Heather Brinkman, Digital History 2012

[1] First Baptist Church. “Our Church Over the Years.”  Web. 30 Oct. 2012. <http://firstbaptistfargo.tripod.com/history.html>
[2] First Baptist Church, Fargo, N.D. 1978. History of First Baptist Church, Fargo, North Dakota, 1879-1979. Fargo, N.D.: The Church.

Bishop Shanley Comes to Fargo

View showing St. Mary’s Cathedral and the bishop’s residence at right. The cathedral and his residence were key indicators in the growing importance of Catholicism in Fargo. [North Dakota State University Archives, Digital ID: rs003060]

When Bishop Shanley first came to North Dakota, the Catholic diocese was based in Jamestown.  Shanley found Jamestown quite problematic to operate out of due its poor location in respect to travel throughout the diocese, a problem that could be solved by moving to Fargo.  In addition to the transportation issues, Shanley also saw better potential for growth in Fargo, which resulted in the move to Fargo in 1891.  He was not necessarily impressed with the state of affairs in Fargo, but with great dedication Shanley managed to turn it into a thriving congregation. When the fire broke out in 1893 the Catholic Church was saved, but much of the city was left in ruins. Although Shanley desired to build “a cathedral fit for worship”, he  deemed the needs of Fargo’s citizens to be more important. At the point of the fire, several thousand dollars had been raised to construct the new cathedral and it was this money that was used to aid in the recovery effort. It was not until May 30, 1899 when the new cathedral was finished. The cathedral not only offered Catholics a place fit for worship, but also provided Fargo with a landmark they could be proud of.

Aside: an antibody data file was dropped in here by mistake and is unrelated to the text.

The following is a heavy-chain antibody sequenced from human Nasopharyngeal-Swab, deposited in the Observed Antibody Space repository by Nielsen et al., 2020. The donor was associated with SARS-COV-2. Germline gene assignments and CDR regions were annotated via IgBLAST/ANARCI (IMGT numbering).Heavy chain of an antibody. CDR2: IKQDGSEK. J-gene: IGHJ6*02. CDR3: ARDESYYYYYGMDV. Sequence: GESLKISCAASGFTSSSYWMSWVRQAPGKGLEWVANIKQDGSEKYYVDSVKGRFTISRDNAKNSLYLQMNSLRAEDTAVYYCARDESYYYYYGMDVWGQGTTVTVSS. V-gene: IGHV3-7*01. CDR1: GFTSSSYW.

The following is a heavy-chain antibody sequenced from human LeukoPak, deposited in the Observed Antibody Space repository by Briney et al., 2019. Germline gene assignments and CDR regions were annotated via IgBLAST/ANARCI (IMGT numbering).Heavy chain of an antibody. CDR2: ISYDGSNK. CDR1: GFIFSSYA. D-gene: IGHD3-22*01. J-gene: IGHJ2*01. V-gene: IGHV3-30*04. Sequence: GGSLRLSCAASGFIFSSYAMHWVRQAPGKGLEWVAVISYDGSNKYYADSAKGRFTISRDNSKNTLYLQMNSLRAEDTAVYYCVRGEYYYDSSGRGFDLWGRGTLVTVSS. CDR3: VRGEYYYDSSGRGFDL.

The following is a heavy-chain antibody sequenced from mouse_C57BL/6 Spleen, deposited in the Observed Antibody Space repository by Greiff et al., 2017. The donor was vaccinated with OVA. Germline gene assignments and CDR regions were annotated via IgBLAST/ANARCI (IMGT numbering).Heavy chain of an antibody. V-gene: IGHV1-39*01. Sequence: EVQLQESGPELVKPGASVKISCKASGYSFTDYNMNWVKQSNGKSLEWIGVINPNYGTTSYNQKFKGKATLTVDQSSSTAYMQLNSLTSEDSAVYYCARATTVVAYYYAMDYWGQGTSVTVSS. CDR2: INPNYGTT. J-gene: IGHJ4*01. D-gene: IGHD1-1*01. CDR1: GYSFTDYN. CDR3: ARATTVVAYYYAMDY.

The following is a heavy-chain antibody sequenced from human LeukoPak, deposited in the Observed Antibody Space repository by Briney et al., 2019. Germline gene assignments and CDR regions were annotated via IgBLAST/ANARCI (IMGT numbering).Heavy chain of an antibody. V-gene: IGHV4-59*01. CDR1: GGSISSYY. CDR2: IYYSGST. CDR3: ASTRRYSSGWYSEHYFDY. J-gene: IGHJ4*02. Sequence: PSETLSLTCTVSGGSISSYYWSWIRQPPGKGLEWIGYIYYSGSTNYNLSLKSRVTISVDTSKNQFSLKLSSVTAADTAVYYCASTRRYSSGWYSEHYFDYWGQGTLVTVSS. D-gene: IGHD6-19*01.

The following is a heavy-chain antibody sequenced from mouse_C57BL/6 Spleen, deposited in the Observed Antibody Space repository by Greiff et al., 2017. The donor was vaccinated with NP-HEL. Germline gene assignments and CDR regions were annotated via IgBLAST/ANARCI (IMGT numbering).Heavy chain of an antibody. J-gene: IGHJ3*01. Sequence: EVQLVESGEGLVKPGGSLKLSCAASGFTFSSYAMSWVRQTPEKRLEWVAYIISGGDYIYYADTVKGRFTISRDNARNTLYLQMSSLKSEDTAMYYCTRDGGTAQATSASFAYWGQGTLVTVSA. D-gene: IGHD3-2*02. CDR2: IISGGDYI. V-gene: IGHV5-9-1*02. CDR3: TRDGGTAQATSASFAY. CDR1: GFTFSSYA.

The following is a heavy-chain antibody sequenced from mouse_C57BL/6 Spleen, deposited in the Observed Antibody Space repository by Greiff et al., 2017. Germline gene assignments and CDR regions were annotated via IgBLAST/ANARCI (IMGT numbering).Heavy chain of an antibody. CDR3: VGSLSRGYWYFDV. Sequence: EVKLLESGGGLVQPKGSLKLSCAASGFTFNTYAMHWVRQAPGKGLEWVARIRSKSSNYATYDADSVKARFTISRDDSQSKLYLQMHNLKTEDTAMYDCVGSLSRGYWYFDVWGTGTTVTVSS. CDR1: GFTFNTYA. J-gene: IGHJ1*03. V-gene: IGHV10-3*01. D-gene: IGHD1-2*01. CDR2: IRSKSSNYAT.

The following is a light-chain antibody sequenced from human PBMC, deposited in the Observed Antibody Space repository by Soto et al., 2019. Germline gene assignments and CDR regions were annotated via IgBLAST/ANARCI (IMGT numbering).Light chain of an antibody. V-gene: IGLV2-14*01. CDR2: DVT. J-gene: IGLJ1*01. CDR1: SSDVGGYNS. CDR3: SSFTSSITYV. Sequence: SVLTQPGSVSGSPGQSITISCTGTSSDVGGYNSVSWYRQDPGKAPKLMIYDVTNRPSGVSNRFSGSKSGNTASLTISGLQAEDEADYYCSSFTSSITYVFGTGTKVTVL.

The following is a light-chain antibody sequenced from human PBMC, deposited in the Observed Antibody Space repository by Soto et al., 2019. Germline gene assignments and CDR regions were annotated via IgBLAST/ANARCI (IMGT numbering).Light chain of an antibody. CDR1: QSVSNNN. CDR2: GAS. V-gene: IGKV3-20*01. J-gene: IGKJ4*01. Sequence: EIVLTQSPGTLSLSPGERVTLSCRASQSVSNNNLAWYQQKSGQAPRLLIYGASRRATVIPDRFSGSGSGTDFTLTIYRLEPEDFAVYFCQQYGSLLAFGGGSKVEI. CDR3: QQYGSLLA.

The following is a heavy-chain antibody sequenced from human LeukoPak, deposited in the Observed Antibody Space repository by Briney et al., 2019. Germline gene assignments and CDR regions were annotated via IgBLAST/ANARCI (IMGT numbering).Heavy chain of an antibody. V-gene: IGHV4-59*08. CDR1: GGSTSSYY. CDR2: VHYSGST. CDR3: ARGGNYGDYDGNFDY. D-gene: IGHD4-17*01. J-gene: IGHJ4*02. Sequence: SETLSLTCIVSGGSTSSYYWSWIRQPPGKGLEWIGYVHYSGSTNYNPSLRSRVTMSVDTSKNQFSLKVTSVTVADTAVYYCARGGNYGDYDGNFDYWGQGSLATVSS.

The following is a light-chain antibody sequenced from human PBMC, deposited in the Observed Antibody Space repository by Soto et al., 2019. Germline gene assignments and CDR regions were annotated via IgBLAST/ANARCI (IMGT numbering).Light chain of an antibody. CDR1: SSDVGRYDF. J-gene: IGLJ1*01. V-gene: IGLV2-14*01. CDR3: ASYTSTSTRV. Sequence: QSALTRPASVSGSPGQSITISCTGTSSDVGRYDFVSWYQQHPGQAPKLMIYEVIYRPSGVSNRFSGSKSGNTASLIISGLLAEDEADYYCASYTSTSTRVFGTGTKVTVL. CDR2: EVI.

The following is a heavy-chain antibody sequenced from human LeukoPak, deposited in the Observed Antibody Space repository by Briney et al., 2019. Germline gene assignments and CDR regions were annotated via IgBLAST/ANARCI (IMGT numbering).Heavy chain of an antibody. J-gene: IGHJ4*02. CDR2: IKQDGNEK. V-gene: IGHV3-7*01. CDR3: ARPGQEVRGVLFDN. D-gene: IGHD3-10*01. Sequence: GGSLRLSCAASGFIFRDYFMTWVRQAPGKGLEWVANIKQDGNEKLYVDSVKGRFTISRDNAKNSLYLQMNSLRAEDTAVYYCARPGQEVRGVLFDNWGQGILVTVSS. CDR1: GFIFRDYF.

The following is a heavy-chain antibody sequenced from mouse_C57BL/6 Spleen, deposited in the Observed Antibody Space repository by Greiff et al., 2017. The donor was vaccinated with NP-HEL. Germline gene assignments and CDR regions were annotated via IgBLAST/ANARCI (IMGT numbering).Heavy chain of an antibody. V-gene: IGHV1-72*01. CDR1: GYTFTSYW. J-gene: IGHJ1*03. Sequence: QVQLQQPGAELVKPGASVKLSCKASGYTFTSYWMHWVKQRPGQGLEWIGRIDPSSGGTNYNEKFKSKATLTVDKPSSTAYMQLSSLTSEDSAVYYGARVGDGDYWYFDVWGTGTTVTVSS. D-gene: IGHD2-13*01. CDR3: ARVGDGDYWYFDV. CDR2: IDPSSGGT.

Since Shanley had arrived in Fargo, one of his main goals was to promote unity among Catholics and all Christians in North Dakota. Following one of his lectures, an unnamed newspaper editor wrote that his goal was to “…brush away the cobwebs of widespread prejudice prevailing amongst English-speaking people against the Church of Rome the priests and the Pope… He had nothing but the kindliest feelings… but his talk was interspersed with rich roasts of the backsliding, the drunkard, a criminal, and the unbeliever. The Bishop held his audience almost spellbound by this intensely interesting discourse for nearly 2 hours”[1] These sentiments were reaffirmed when Bishop Shanley was invited by Methodist Rev. Eugene May to lecture on the Pope to an audience of non-Catholics.  Shanley was also quite concerned with what he saw as the two greatest evils, liquor trafficking and the divorce laws.  He dedicated special attention to reducing these evils throughout his career.  Having seen the inability of the government to enforce prohibition in North Dakota, he advocated voluntary pledges of sobriety and making the saloons “pay for their sins”. In regards to the divorce laws, he saw them as a threat to marriage and helped to represent the concerns of many religious leaders in Fargo to the state government. It was his efforts, along with those of many other North Dakota religious leaders, that led to the amendment of these laws in 1899.

– Scott Becklund, Digital History, 2012


[1] Weber, Gerald Michael. 1951. John Shanley: first bishop of Fargo. St. Paul, MN: St. Paul Seminary. 102.